Most people had previously assumed that Rep. Carnahan would be stuck with bad pair of options under the current map, passed by a veto proof majority when three Missouri House Democrats sold their souls to Republicans. Carnahan could either run in Congressman Lacy Clay's safe Democratic district, thus setting up a potentially bitter primary fight, or he could run in the new 2nd District which leans Republican. This dilemma has been the subject of previous discussion on this blog.
However, this court decision potentially changes the dynamics of Carnahan's choice. Though many politicos suggested that the judge might rule that a strange "teardrop" in the Kansas City area would need to be changed but not mess with Carnahan's district, the decision in fact cites the new 3rd District (which contains some previous Carnahan territory) as being problematic in addition to the 5th District in the Kansas City area. Here's the language from the summary of the ruling:
The applicable standard of review for a court in reviewing an article III, section 45 claim is the language of the constitution itself: whether the General Assembly divided Missouri into districts of “contiguous territory as compact and as nearly equal in population as may be. As long as the districts comply with these constitutional requirements, the circuit court shall respect the political determinations of the General Assembly and allow for minimal and practical deviations required to preserve the integrity of the existing lines of our various political subdivisions. Yet the duty to draw district lines of a contiguous territory as compact and as nearly equal in population as may be is one that is mandatory and objective, not subjective.I'm not a lawyer, but this language doesn't seem particularly strong to me. So it seems that while this makes it likely that the boundaries of the 3rd district will change (which will change the dynamics of Carnahan's decision, for better or worse), it doesn't make it a foregone conclusion.
Here, Plaintiffs have alleged that various districts, and the Map as a whole, violate the compactness requirement of article III, section 45. Districts 3 and 5 are alleged to be particularly suspect, as can be confirmed by any rational and objective consideration of their boundaries. However, it is a question of fact, yet to be tried, whether those districts are “as compact and nearly equal in population as may be.” Mo. Const. art. III, sec. 45 (emphasis added).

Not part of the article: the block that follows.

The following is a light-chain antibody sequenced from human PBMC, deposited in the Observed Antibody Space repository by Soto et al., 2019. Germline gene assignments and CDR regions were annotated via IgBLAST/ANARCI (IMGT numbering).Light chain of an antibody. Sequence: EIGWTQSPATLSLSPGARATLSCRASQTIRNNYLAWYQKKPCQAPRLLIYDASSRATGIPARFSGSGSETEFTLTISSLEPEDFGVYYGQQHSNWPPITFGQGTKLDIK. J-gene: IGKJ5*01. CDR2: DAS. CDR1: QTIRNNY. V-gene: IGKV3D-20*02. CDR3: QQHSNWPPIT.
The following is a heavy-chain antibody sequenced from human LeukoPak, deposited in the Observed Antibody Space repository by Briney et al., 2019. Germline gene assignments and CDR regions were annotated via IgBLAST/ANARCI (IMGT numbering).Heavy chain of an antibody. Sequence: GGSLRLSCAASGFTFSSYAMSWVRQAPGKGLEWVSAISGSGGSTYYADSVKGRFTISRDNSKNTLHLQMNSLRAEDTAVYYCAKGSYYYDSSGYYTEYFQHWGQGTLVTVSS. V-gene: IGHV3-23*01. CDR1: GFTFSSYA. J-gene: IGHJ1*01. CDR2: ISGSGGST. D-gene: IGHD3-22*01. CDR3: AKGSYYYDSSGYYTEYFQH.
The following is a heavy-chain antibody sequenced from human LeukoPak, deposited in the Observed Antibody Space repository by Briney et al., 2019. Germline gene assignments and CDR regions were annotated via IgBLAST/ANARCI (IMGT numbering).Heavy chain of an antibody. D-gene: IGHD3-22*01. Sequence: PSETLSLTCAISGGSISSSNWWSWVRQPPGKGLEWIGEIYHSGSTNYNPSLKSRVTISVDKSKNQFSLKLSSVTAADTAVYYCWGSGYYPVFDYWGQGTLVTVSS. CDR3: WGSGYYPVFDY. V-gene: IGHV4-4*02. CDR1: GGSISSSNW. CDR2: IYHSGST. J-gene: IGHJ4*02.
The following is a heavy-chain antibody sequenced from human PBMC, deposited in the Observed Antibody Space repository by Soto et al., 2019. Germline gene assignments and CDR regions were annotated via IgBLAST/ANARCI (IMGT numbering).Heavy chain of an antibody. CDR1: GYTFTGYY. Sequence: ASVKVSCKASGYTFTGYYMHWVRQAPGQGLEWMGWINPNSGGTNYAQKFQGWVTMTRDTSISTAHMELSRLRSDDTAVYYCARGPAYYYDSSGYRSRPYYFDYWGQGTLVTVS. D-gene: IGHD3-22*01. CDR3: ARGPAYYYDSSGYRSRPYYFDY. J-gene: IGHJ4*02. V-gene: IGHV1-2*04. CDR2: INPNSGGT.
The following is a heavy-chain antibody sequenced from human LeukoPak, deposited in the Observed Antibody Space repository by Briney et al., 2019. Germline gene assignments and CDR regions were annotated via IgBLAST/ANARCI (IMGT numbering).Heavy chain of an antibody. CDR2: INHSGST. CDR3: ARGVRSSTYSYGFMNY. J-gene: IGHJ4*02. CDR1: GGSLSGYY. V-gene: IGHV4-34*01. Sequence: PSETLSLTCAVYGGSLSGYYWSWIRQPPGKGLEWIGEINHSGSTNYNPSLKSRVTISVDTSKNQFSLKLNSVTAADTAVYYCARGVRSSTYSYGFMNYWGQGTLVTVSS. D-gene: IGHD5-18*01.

Furthermore, the Supreme Court did rule against the claims that the new maps should be changed because they unfairly stacked the deck against Democrats. Now, they probably did stack the deck against Democrats, but unfortunately (and undemocratically if you ask me) this in itself isn't something the courts can legally take action on. From the Beacon's analysis:
But the Supreme Court said that Green was correct in dismissing some arguments -- such as the assertion that the new 3rd was crafted to curb the congressional influence of the St. Louis area and that it unfairly targeted Democrats. The critics contended that the new map leaves the statewide congressional delegation skewed improperly toward Republicans by protecting the six GOP incumbents.
The court stated in its opinion that the U.S. Supreme Court's "inability to state a clear standard" regarding gerrymandering has made it difficult for the state Supreme Court to make a ruling on that argument.
So there's nothing forcing the lower courts to make the districts more friendly to Carnahan. On the other hand, the Supreme Court seemed to think that the 3rd and the 5th districts would need to be redrawn. Given that the last boundary drawings were done by a hyper-partisan crowd doing whatever they could to maximizing Republican chances, any possible changes will most likely result in a somewhat better map for Carnahan. I already think he should run in the 2nd against Ann Wagner or Ed Martin, but if that district shifts a little more Democrat then the decision hopefully becomes a lot easier.